Announcing the public preview of GitHub Advanced Security for Azure DevOps
GitHub Advanced Security for Azure DevOps is now available for public preview, making GitHub’s same application security testing tools natively available on Azure Repos.
The latest version of GitHub Desktop allows you to squash commits, squash and merge, reorder, amend your last commit, check out a branch from a previous commit, and more.
In GitHub Desktop 2.7, we released cherry-picking and introduced drag and drop, and in GitHub Desktop 2.8 we made several improvements to diffs. We’re continuing that momentum and expanding drag and drop to allow you to squash and reorder commits in your history, amend previous commits, start new branches from earlier commits, and more. There’s more of Git now in GitHub Desktop, allowing you to focus on what matters.
Many developers care deeply about their commit history and use it to tell a coherent story about the progression of their project. If a group of commits represents a single unit of work, or if a project requires that each pull request only has one commit, simply drag them on top of one another to squash them together and add a new commit message that captures the whole picture.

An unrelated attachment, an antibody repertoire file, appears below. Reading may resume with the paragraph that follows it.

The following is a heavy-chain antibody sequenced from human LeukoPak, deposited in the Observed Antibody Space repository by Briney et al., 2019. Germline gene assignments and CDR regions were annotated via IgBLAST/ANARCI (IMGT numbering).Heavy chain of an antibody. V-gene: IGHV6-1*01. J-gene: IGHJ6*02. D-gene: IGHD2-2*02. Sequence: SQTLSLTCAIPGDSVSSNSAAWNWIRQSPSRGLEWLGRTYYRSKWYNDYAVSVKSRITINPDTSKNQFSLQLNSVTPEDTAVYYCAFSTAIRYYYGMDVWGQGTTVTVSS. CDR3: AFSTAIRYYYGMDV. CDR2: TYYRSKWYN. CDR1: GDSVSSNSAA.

When you merge, you also now have the option to squash and rebase as part of your merge.
And if commits are ordered in a way that’s disparate and hard to follow, now you can just drag and drop them wherever you’d like in your history.
Many times, you may need to check out an older version of your project to investigate a bug or create a hotfix on top of your latest release. Now in Desktop, you can check out a new branch from any commit in your history, allowing you to easily view the state of your repo at that point in time while not negatively impacting the branch you’re working on.
GitHub Desktop has long included the ability to undo your last commit to place all of its changes back into your working directory. If your working directory has a lot of existing changes and you just want to make a small change though, undo probably isn’t a great fit. Now in your commit history, you can choose to amend your last commit to update the commit message or add changes to the commit.
Finally, with today’s release, users on Apple Silicon machines using the new M1 chip will upgrade to a native build of GitHub Desktop, improving performance and reducing crashes. We want to extend a huge thank you to @dennisameling for his work in helping make that a reality.